Yes, Sir, That’s My Baby! © 2011 Karen Mathison Schmidt
8 x 8 inches • oil on cradled Gessobord
private collection • Stamford, Connecticut
Here’s our Matilda with her roly-poly Mickey on one of his first outings into the yard, just like one of the big dogs. I love hound dog puppies with all their rolls upon rolls of skin and little silky, floppy ears. This was a fun painting; I used brushes on the dogs, and a painting knife on the foreground, adding layer on layer of color for the grasses.
Here are some brushwork and palette knife details:
And here are the work-in-progress pics:
First, the initial sketch in indigo acrylic, then acrylic glazes in red, magenta, green and yellow.
For unpainting the mostly orange-ish brown hounds, I decided on a complementary pthalo blue glaze, with a green glaze over it, making it turquoise-colored.
Now I start adding the oil paints; first, Matilda’s details.
I love how her mouth is just slightly open; it looks like she’s smiling. :)
In this one you can see how I smoothed out Matilda’s ear to make it look more velvety. Then I start adding Mickey’s details. I skipped a few photos in between the last photo and this one, but you can look on yesterday’s post to see all those in-between steps.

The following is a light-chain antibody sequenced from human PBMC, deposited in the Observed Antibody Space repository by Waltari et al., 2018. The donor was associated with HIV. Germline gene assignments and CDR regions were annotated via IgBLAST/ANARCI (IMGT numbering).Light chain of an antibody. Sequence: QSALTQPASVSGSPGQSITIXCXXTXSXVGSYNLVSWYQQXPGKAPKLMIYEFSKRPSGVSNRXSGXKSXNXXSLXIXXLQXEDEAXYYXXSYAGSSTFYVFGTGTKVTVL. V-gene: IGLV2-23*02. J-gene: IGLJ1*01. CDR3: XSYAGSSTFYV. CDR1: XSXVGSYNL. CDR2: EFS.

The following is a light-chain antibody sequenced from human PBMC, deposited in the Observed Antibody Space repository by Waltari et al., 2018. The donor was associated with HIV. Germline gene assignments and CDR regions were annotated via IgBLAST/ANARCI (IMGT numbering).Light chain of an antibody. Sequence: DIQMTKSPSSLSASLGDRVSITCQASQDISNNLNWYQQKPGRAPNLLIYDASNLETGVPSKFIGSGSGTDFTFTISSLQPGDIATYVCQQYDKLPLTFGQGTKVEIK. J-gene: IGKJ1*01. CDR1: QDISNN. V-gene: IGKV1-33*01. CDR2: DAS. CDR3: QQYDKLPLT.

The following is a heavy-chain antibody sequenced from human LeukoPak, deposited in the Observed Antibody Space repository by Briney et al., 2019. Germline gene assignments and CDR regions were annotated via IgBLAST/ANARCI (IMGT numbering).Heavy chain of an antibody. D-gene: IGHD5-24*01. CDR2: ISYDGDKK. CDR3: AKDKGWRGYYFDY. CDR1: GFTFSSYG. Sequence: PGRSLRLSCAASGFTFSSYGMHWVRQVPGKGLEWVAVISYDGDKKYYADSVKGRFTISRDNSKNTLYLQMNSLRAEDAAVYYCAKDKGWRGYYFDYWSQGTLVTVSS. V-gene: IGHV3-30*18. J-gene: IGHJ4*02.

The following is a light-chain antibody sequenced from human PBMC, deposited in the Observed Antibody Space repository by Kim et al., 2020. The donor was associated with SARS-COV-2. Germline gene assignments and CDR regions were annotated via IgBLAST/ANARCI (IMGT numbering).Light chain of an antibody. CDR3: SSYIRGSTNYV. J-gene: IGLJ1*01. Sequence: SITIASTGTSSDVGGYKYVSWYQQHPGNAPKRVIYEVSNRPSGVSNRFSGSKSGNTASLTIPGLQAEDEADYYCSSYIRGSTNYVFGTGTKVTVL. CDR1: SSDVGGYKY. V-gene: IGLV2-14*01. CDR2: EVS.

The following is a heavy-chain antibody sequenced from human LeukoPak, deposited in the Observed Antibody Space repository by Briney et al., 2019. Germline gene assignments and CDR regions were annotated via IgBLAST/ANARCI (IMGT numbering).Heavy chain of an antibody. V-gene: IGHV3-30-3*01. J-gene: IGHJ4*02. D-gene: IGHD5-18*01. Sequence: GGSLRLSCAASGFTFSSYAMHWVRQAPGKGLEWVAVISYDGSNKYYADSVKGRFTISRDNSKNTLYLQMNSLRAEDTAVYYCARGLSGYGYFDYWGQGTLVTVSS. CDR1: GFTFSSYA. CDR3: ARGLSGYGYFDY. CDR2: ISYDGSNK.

From the very beginning of painting with the oil paints, I keep the brushstrokes a little separate, allowing that blue underpainting to show through in places. You can see this especially in the close-up view of Matilda’s head (back near the top of this post).
Since the oils have a long drying time, I can go back later and blend in certain places for smooth transitions. Blending in some places and leaving the color separate in some places gives a lot of interest and gives me that illustration-y look I’m going for.
Now the dogs are done, so I start playing with the background, applying paint with a painting knife. I want a spontaneous feel in the grassy foreground, but I’m careful with the knife around the edges of the dogs because I want their outlines to remain clean.
At this point the background was giving me fits, so I wiped away almost all of it. (Being very careful wiping around those hounds!) I knew what I wanted, but for some reason I was having a hard time getting there. Then, I was concentrating so hard on trying to get the effect just right, I totally forgot to take progress pics in between.
Finally, I got it where I wanted it. Spontaneous grassy foreground, and a smooth, kind of glowing, velvety background around the doggie faces. With some suggestion of garden in the far background at the top of the painting.
OK, on to the next challenge!